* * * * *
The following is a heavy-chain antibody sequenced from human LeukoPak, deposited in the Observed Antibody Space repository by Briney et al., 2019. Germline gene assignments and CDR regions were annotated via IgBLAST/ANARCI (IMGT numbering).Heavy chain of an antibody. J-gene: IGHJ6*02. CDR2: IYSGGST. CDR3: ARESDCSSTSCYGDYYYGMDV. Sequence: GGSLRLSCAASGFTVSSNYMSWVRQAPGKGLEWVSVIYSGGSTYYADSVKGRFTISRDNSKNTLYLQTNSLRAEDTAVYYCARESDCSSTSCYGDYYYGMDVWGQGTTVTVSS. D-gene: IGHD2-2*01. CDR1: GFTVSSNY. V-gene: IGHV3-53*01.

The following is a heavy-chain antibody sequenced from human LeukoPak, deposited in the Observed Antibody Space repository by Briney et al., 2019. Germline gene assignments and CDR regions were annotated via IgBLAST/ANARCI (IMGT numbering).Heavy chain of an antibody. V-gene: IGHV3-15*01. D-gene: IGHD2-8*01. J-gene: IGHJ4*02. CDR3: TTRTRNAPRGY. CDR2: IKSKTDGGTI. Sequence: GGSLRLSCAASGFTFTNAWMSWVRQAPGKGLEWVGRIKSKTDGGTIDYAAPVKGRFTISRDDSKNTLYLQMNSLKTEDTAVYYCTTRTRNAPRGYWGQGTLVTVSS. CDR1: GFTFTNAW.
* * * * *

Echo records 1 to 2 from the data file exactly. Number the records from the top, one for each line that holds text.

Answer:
The following is a heavy-chain antibody sequenced from human LeukoPak, deposited in the Observed Antibody Space repository by Briney et al., 2019. Germline gene assignments and CDR regions were annotated via IgBLAST/ANARCI (IMGT numbering).Heavy chain of an antibody. J-gene: IGHJ6*02. CDR2: IYSGGST. CDR3: ARESDCSSTSCYGDYYYGMDV. Sequence: GGSLRLSCAASGFTVSSNYMSWVRQAPGKGLEWVSVIYSGGSTYYADSVKGRFTISRDNSKNTLYLQTNSLRAEDTAVYYCARESDCSSTSCYGDYYYGMDVWGQGTTVTVSS. D-gene: IGHD2-2*01. CDR1: GFTVSSNY. V-gene: IGHV3-53*01.

The following is a heavy-chain antibody sequenced from human LeukoPak, deposited in the Observed Antibody Space repository by Briney et al., 2019. Germline gene assignments and CDR regions were annotated via IgBLAST/ANARCI (IMGT numbering).Heavy chain of an antibody. V-gene: IGHV3-15*01. D-gene: IGHD2-8*01. J-gene: IGHJ4*02. CDR3: TTRTRNAPRGY. CDR2: IKSKTDGGTI. Sequence: GGSLRLSCAASGFTFTNAWMSWVRQAPGKGLEWVGRIKSKTDGGTIDYAAPVKGRFTISRDDSKNTLYLQMNSLKTEDTAVYYCTTRTRNAPRGYWGQGTLVTVSS. CDR1: GFTFTNAW.